To be fair, when the film does require her to wear the thespian’s hat (as in a feeble voice over at the end) it is not, shall we say, Ms. Gadot’s finest hour. Her notable film work thus far has been action-adventure; I don’t think she’ll be doing “Miss Julie” any time soon. However, there is one scene where she yells at a room full of generals, and this moment really shines.
In that sequence, Diana (new to modernity) is shocked to see how the high-ranking officials use their soldiers as pawns, and she blasts them with ethical scorn. It isn’t incredibly deep philosophy, but it does resonate as a Jewish mother shouting “who the hell do you think you are?” I found this as exciting as all the swordplay, gravity-defying leaps and rock smashing.
The question you want to know is just how Jewish this Wonder Woman film is. Well, if Diana has any driving doctrine it is tikkun olam. She leaves her home to slay Ares and bring a kind of Pax Themysciran to the world. Her concerned mother doesn’t want her to leave with Steve Trevor: “They don’t deserve our help,” she says, but her Aunt (and others in the Senate) recognize that, with the world about to implode, the time is now to help out. To be a “light unto the nations,” if you will. Only the chosen one (Diana) can defeat Ares, or at least keep him at bay for a while, and hope humanity can evolve past war. “The Germans will be good men again,” Diana promises, “free from Ares’ influence.”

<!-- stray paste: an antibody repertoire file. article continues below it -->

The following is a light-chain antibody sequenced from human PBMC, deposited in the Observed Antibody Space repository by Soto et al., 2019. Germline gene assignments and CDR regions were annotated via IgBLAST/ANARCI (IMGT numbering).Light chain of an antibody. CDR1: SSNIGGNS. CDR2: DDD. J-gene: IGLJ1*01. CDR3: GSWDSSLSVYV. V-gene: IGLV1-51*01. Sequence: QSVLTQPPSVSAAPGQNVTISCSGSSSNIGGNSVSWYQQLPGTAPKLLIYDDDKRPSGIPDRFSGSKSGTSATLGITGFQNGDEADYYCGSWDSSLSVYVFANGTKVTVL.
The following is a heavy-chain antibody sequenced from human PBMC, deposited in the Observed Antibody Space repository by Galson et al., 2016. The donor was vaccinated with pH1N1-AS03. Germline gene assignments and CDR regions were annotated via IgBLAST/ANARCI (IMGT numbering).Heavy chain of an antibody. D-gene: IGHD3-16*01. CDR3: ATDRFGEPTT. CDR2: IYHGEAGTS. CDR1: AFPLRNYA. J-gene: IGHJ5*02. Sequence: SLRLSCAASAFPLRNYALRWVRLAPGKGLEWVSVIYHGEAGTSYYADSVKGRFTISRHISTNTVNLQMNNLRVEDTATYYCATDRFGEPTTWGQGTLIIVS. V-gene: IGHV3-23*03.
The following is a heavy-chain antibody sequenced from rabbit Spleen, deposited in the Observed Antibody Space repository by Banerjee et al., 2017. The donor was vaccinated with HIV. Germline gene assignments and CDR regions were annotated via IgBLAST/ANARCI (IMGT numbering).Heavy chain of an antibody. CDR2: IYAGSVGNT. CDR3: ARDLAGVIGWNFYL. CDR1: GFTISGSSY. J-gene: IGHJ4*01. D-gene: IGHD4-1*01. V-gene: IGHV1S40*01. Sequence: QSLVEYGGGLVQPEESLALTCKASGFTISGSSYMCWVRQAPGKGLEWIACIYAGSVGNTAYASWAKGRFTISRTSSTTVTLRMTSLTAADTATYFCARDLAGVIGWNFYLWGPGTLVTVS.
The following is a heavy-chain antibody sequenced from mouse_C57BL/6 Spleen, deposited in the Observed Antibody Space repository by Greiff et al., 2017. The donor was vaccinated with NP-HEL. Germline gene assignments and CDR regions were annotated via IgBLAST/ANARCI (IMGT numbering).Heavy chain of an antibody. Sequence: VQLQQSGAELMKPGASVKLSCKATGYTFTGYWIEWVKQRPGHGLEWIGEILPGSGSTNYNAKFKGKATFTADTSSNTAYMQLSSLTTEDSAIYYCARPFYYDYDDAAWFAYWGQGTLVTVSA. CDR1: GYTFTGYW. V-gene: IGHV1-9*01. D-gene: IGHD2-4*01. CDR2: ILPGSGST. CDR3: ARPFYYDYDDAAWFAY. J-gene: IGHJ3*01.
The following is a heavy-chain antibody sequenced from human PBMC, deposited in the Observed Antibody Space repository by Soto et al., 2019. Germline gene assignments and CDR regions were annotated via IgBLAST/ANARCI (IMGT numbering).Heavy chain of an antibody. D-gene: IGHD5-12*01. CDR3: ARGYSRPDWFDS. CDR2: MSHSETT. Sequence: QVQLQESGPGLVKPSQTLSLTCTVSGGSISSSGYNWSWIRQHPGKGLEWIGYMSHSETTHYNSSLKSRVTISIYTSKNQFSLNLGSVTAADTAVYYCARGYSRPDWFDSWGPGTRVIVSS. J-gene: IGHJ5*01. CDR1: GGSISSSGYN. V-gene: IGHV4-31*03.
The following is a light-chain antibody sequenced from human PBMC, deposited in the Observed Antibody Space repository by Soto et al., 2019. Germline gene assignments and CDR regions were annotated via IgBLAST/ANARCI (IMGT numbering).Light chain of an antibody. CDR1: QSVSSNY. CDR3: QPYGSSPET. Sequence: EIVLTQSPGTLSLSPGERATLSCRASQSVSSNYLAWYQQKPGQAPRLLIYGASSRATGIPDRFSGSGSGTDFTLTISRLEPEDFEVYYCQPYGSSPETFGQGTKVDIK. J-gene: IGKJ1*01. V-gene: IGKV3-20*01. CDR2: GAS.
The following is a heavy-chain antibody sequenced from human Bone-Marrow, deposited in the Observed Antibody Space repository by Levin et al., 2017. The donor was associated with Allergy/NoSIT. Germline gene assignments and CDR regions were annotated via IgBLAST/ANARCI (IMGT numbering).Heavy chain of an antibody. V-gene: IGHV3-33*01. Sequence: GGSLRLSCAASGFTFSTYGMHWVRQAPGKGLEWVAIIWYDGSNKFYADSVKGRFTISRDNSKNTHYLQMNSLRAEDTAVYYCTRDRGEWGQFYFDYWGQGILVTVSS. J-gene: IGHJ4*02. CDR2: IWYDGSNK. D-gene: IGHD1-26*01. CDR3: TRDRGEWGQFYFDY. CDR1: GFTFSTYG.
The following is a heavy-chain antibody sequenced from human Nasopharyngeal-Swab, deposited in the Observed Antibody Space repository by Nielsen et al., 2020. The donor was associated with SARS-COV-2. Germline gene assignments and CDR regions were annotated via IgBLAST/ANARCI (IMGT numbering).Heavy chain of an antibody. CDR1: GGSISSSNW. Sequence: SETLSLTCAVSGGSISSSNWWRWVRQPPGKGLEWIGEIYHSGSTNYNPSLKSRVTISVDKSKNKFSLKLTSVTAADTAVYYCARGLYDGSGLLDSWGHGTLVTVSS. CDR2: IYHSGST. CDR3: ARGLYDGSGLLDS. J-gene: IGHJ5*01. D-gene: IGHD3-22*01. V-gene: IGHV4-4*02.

It’s heavy stuff, and certainly dodges the troublesome topic of a second war instigated by Germany. But beyond that it’s a very propulsive and fun superhero movie, and once Diana and Steve get their band together quite reminiscent of the recent “Captain America.”
The closing slugfest goes on way too long (lots of lightning bolts flying every which way), but all these movies have that problem. What’s notable here is that it is a woman front and center. Steve Trevor, while a hero, is very much a second banana, and that in itself is worthy of praise. That it is an Israeli mother of two in the lead of what promises to be an international hit and inspiration to many young people isn’t so bad either.